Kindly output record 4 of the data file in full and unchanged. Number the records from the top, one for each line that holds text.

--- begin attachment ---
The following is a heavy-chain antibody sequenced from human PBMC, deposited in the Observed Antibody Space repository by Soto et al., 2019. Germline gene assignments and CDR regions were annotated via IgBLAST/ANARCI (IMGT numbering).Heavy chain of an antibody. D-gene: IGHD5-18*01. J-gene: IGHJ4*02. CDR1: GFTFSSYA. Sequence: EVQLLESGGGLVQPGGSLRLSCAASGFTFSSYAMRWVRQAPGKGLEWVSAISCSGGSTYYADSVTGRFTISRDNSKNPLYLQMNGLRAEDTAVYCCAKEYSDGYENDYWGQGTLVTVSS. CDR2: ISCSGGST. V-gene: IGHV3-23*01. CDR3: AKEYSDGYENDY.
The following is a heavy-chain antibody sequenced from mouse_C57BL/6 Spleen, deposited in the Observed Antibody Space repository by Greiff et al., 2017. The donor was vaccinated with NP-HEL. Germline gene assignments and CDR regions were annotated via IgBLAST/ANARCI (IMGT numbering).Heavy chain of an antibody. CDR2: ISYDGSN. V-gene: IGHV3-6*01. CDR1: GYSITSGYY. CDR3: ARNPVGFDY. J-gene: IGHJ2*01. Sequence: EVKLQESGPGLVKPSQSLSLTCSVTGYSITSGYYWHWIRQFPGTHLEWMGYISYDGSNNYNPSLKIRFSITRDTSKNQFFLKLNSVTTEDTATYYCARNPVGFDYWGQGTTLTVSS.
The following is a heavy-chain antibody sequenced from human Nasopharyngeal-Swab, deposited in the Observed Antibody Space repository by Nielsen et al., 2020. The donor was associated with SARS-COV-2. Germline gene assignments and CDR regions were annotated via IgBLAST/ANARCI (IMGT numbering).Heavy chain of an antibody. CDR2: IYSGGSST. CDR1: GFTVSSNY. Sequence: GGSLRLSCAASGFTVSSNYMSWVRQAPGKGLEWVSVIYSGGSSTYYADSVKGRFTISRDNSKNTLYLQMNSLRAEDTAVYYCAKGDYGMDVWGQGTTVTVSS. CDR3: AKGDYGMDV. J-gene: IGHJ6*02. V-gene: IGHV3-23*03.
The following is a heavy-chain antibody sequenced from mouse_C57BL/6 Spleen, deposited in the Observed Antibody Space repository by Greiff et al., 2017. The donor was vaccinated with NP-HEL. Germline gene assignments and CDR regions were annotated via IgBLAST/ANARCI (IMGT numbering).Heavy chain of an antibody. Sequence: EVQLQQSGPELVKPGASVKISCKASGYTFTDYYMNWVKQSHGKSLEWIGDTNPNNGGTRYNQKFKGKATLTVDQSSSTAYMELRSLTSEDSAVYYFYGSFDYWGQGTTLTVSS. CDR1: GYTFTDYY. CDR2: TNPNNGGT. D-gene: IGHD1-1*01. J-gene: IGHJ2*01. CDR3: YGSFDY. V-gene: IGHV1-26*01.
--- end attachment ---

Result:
The following is a heavy-chain antibody sequenced from mouse_C57BL/6 Spleen, deposited in the Observed Antibody Space repository by Greiff et al., 2017. The donor was vaccinated with NP-HEL. Germline gene assignments and CDR regions were annotated via IgBLAST/ANARCI (IMGT numbering).Heavy chain of an antibody. Sequence: EVQLQQSGPELVKPGASVKISCKASGYTFTDYYMNWVKQSHGKSLEWIGDTNPNNGGTRYNQKFKGKATLTVDQSSSTAYMELRSLTSEDSAVYYFYGSFDYWGQGTTLTVSS. CDR1: GYTFTDYY. CDR2: TNPNNGGT. D-gene: IGHD1-1*01. J-gene: IGHJ2*01. CDR3: YGSFDY. V-gene: IGHV1-26*01.